Fortunately, shucking that bad habit is largely a matter of focusing on that place where people definitely aren’t interchangeable: real life.

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The Lobster at McDonald’s Is Okay but I Wouldn’t Call It Wicked: Capturing the Local in a Globalized Age

Stepping inside a New England Target only days after we’d moved from the South, my eight-year-old daughter did a double-take, saying, “We’re not still in North Carolina are we?” That uncanny sensation she was hit with—in her case from seeing the same old color scheme, mascot, and layout of our friendly neighborhood superstore thirteen-plus hours from home—is an ever-growing one, and it presents a challenge to fiction writers. In the age of globalized employment, shopping, and pastimes, how is a writer to create a satisfying sense of the local?

Making the Problem the Solution

First of all, keep in mind that modern readers are not strangers to the idea of the mass-marketed skyline. Realistic writing set in the present needs to acknowledge what’s the same from place to place; good writing makes “the problem” part of the solution by using a one-size-fits-all context to contrast area- or culture-specific content.

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The Objectivity Challenge

Have you ever stumbled upon an old piece of your writing while cleaning out the plastic storage bin under your bed and thought Holy hell, this is really, really, really . . .? Any number of adjectives could come next; the important thing is that when you unexpectedly smack into your writing–stories, English papers, journals–after years, you’re able to be surprised by the quality of your work, and you just might discover that the normally uphill-both-ways task of objectively judging what you’ve written is suddenly simple. You can read your words after a good chunk of time and think Is there anything I didn’t describe as “effervescent” or Almost every paragraph I write goes long sentence-long sentence-long sentence-short sentence or (hopefully) Man, I’ve learned a lot since then or, if you’re just a badass, have been for years, Wow, that’s good.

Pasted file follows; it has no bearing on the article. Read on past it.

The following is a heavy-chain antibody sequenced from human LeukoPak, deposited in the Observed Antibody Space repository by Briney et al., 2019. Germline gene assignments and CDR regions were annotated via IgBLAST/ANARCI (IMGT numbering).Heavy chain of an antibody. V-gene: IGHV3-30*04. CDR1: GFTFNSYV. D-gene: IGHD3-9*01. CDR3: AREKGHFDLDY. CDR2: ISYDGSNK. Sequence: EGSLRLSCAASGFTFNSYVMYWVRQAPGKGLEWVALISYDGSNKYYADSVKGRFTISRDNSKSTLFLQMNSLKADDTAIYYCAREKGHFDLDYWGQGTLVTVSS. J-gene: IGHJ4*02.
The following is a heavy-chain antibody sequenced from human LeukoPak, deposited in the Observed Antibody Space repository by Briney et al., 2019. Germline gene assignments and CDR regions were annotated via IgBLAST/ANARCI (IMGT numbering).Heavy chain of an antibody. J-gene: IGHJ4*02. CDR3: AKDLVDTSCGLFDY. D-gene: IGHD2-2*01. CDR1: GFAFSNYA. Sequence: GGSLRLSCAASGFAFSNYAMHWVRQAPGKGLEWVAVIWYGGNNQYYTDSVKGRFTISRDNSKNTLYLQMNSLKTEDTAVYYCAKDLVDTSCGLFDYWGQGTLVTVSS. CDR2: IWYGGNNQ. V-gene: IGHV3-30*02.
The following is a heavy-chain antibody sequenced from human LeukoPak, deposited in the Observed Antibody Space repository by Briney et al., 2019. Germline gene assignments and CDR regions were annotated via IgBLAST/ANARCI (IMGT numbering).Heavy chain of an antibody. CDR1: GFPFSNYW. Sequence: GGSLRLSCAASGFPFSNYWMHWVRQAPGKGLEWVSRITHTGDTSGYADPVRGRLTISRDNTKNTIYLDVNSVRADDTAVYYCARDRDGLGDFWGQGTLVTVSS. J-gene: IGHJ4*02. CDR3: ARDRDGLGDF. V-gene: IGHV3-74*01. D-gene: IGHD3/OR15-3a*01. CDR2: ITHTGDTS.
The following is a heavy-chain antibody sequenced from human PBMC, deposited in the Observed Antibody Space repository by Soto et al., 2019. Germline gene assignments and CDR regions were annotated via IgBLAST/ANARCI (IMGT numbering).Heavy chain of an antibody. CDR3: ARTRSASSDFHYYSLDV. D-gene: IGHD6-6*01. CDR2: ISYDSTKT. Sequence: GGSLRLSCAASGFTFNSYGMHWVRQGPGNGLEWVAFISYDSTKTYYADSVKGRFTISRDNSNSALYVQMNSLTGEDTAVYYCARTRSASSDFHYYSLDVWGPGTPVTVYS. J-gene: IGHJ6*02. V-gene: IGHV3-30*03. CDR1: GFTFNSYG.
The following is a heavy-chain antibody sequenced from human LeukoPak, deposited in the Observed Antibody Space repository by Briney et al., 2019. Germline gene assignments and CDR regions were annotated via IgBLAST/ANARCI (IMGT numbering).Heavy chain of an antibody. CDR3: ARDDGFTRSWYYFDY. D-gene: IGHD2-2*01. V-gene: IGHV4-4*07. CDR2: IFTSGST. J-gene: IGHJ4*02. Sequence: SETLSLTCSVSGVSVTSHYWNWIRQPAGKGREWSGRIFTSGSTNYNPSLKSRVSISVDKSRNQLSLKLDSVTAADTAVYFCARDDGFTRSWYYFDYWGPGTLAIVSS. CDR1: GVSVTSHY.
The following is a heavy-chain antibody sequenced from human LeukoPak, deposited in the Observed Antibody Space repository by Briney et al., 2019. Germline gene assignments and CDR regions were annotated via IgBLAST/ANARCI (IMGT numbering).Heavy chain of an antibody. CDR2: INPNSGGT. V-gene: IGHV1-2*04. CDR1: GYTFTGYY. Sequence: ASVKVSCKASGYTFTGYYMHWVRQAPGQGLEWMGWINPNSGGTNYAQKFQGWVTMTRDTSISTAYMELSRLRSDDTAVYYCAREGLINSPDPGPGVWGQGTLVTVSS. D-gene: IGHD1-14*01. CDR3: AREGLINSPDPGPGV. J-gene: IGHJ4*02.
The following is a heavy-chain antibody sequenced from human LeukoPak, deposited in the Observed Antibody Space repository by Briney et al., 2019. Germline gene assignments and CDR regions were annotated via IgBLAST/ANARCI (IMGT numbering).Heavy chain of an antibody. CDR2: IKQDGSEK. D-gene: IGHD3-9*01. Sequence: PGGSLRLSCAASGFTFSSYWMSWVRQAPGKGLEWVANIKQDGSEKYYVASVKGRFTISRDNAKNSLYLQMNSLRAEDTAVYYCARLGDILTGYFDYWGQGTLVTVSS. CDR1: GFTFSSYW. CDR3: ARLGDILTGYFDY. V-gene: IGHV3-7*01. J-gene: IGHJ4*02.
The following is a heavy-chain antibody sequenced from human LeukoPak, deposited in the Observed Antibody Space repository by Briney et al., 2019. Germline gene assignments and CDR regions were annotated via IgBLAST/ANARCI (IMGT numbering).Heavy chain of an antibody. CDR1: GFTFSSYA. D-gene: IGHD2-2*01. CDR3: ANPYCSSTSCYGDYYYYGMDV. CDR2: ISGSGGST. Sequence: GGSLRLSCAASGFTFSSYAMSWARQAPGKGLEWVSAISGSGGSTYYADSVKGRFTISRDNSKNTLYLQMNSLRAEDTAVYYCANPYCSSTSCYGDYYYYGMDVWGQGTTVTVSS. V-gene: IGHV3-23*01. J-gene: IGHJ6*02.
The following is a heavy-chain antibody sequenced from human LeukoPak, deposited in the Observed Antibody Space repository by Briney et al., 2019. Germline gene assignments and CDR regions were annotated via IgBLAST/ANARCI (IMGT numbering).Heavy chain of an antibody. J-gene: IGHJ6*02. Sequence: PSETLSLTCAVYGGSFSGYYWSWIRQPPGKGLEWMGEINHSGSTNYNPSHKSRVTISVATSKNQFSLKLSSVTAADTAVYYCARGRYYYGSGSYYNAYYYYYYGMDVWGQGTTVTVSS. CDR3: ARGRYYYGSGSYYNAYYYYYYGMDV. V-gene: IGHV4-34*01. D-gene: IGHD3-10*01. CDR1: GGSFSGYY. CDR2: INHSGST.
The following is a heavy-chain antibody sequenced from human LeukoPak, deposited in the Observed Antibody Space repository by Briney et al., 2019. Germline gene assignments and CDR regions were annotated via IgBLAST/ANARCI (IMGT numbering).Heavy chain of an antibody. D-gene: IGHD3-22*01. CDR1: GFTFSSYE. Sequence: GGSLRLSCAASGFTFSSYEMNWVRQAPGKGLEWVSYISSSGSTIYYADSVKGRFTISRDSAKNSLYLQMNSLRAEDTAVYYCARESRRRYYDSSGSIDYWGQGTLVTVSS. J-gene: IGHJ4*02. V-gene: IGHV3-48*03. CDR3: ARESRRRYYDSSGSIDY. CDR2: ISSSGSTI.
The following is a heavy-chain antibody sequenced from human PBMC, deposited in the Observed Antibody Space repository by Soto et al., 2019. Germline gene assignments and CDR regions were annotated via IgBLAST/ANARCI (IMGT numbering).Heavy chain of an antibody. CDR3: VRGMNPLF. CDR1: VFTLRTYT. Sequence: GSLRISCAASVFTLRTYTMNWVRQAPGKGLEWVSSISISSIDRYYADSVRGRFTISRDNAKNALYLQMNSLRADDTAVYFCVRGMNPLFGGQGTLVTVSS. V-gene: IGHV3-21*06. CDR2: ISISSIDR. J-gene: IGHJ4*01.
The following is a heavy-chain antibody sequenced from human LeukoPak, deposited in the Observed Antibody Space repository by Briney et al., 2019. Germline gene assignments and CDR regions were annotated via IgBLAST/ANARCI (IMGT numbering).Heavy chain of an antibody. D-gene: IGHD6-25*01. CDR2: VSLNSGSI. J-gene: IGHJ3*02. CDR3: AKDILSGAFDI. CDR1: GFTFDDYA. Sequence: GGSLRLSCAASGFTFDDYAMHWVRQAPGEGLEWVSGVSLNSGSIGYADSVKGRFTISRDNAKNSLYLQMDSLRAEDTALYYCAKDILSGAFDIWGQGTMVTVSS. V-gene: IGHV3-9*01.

The question is how to reap that same objectivity when you don’t want to bury your latest story under six feet of paperwork for Future You to exhume and critique.

As you grow as a writer, you’ll naturally become better and better able to evaluate your work on the fly. Once you have a few years of experience weeding your writing of tangents, flowery descriptions that sound nice but don’t really fit your streets-of-Detroit family saga, and the tendency to characterize every guy who wears his hair in a bun as villainous because of that one a-hole bunhead you dated, well, it’s a little easier to spot and eliminate those issues as you go. Still, assessing the good and the bad (and the ugly, the shameful, the repetitive, the stunningly worded, the aptly metaphored, etc.) of your work as a whole can be tough. Tough but possible.